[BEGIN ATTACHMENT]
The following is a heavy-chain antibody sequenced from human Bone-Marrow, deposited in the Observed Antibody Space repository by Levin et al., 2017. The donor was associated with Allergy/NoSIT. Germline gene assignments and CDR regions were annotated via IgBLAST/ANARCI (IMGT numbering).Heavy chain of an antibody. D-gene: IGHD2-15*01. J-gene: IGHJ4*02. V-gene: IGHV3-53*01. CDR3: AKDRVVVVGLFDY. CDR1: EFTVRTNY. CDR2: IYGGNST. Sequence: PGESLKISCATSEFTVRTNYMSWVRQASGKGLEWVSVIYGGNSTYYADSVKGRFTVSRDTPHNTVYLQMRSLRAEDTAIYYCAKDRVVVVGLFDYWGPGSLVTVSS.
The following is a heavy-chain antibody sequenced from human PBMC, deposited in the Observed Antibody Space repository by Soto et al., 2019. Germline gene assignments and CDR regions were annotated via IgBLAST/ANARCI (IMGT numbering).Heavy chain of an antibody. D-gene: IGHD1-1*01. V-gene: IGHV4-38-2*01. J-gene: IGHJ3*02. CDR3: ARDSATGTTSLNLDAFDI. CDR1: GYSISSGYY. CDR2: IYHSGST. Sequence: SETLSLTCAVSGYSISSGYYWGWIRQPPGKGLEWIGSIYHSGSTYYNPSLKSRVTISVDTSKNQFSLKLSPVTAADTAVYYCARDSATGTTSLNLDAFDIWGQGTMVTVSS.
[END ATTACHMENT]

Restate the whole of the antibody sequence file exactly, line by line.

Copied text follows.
The following is a heavy-chain antibody sequenced from human Bone-Marrow, deposited in the Observed Antibody Space repository by Levin et al., 2017. The donor was associated with Allergy/NoSIT. Germline gene assignments and CDR regions were annotated via IgBLAST/ANARCI (IMGT numbering).Heavy chain of an antibody. D-gene: IGHD2-15*01. J-gene: IGHJ4*02. V-gene: IGHV3-53*01. CDR3: AKDRVVVVGLFDY. CDR1: EFTVRTNY. CDR2: IYGGNST. Sequence: PGESLKISCATSEFTVRTNYMSWVRQASGKGLEWVSVIYGGNSTYYADSVKGRFTVSRDTPHNTVYLQMRSLRAEDTAIYYCAKDRVVVVGLFDYWGPGSLVTVSS.
The following is a heavy-chain antibody sequenced from human PBMC, deposited in the Observed Antibody Space repository by Soto et al., 2019. Germline gene assignments and CDR regions were annotated via IgBLAST/ANARCI (IMGT numbering).Heavy chain of an antibody. D-gene: IGHD1-1*01. V-gene: IGHV4-38-2*01. J-gene: IGHJ3*02. CDR3: ARDSATGTTSLNLDAFDI. CDR1: GYSISSGYY. CDR2: IYHSGST. Sequence: SETLSLTCAVSGYSISSGYYWGWIRQPPGKGLEWIGSIYHSGSTYYNPSLKSRVTISVDTSKNQFSLKLSPVTAADTAVYYCARDSATGTTSLNLDAFDIWGQGTMVTVSS.